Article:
Just what is the "Market" anyway?Submitted by Cameron Woods Portfolio Management on May 4th, 2018
May 4th, 2018
By: David Cameron
In keeping with our belief that, as De Vinci is rumored to have said, simplicity is the ultimate sophistication let’s take a look at what the market is and is not.
The market is not a person or some kind of mindful being. It’s a human construct; an invention. We made it up. The stock market isn’t singular. The stock market is like any other market in as much that it’s just a bunch of people haggling over the price of something based on some rules that we also made up.
It does indeed feel like a unique entity at times, I’ll give you that. This is because we’ve also managed to invent a way to take all the millions of transactions and reduce them to single numbers. We call these Indexes. “The DOW was down 300 points today. The market doesn’t like the uncertainty of … “. You can fill in any reason you want here. It works as long as we, as a group, agree that it’s going to work. This is people and machines (programmed by people - at least for now) buying and selling stuff.
Why does someone buy a stock on the market? Again, in the spirit of simplicity, I think there’s really only one reason - because they expect to sell that stock for more than they paid for it at some point in the future. That’s it! I know some of you are going to start arguing with me immediately, but bear with me. Yes - the buyer will have a story or reason or rational behind the purchase that justifies the “Why I buy”. A reason like interest rate changes, the price of oil, a Trump Tweet, insider information or in our case probabilities. But the honest, simplest, reason is because you expect (or hope? - remember, not a strategy) to sell it for more than what you paid for it.
Why does someone sell a stock? Well, I could fill a 32MB zip drive with reasons why people sell (that’s a lot of reasons). Here are just a few. You die, you get divorced or your credit card is maxed out. You get scared, you want to buy something else like a new car or you need to pay for a pacemaker. Or, in our case, the odds change and you sell - obviously right!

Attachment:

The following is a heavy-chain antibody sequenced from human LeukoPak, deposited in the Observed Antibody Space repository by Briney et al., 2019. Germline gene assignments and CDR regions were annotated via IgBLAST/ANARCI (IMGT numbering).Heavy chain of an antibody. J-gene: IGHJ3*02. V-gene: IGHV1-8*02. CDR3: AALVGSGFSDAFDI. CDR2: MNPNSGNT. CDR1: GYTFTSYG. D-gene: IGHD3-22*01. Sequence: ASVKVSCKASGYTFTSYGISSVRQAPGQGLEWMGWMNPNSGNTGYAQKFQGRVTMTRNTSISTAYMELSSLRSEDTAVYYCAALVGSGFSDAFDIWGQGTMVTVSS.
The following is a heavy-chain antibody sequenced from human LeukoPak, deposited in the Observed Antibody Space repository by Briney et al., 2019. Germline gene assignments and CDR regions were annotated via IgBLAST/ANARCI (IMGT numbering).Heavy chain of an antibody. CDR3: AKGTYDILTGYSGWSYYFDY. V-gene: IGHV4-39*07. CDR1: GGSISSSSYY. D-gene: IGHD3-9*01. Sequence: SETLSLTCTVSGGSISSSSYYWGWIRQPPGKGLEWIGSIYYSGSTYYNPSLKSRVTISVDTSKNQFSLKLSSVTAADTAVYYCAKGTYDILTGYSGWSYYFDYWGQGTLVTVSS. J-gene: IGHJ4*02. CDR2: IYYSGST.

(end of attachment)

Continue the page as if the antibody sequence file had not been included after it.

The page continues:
So remember: One reason to buy. Many to sell.
This leads us to the next point. Some markets are made up of stocks. What makes a stock go up? Often you’ll hear “There are more buyers than sellers.” Ah, well, yes - sort of. If you happen to make this observation yourself there’s bound to be one hair splitting semantics junkie who’s going to retort: Actually (they always start every sentence with “actually” don't they?), there are exactly the same number of buyers and sellers. So, while this misses the point it is nonetheless true and worth taking a closer look at.
One buyer + One seller = One Transaction at a specific price.
When we say the price is going up because there are more buyers than sellers what we really mean is this:
There are more motivated buyers lining up who are willing to PAY the sellers asking price than there are sellers who are motivated to sell and therefore willing to accept the buyers offer.
Flip this around and the price starts going down: More buyers willing to accept the sellers offers to buy than buyers willing to accept the sellers asking price.
Returns are a behavioral phenomenon.
And there you have the law of supply and demand. Add it all up and you have a market playing tug of war between those who expect what they buy to go up and those who sell for innumerable reasons. If you’ve noticed that the reasons behind buying and selling seem a bit out of balance, one reason to buy and many to sell, you’re quite right. Stocks and the markets made up of them can start to go down not only because of a big increase in sellers but also because the buyers simply go away as the expectation of future gains diminished.
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